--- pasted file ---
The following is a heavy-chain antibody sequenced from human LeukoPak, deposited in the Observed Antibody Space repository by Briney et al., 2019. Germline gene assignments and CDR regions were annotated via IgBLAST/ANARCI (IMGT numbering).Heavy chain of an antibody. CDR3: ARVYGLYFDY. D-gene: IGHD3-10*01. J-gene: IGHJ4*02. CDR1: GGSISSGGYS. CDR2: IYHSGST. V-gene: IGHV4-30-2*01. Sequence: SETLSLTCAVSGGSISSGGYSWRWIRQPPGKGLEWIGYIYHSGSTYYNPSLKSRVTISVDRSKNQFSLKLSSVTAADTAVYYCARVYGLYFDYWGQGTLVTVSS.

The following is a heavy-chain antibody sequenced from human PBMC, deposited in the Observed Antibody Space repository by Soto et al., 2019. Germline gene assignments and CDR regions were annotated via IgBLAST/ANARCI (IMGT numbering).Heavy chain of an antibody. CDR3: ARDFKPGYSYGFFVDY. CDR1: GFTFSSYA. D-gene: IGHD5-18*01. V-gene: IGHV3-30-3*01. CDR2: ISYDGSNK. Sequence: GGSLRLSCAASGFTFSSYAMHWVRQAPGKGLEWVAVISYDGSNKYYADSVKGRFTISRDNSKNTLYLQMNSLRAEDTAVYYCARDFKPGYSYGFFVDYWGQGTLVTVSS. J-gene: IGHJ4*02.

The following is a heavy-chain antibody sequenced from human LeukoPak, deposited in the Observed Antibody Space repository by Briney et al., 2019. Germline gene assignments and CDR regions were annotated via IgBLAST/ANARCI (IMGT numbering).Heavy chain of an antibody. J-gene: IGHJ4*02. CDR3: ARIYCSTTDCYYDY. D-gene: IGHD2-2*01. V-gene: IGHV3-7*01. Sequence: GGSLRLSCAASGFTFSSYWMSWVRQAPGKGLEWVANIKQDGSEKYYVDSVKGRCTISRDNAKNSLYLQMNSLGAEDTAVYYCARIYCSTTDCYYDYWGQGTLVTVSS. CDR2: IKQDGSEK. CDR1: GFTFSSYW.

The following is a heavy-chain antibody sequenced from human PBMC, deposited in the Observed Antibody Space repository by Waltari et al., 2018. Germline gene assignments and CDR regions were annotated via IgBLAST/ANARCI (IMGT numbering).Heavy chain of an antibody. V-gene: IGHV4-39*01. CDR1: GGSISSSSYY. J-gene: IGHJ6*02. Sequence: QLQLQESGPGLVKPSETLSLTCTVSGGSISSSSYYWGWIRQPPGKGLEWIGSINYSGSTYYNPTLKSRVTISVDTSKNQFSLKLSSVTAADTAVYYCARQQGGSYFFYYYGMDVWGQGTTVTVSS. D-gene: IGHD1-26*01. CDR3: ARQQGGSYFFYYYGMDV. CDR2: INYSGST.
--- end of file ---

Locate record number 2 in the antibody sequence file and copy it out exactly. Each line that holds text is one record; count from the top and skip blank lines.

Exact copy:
The following is a heavy-chain antibody sequenced from human PBMC, deposited in the Observed Antibody Space repository by Soto et al., 2019. Germline gene assignments and CDR regions were annotated via IgBLAST/ANARCI (IMGT numbering).Heavy chain of an antibody. CDR3: ARDFKPGYSYGFFVDY. CDR1: GFTFSSYA. D-gene: IGHD5-18*01. V-gene: IGHV3-30-3*01. CDR2: ISYDGSNK. Sequence: GGSLRLSCAASGFTFSSYAMHWVRQAPGKGLEWVAVISYDGSNKYYADSVKGRFTISRDNSKNTLYLQMNSLRAEDTAVYYCARDFKPGYSYGFFVDYWGQGTLVTVSS. J-gene: IGHJ4*02.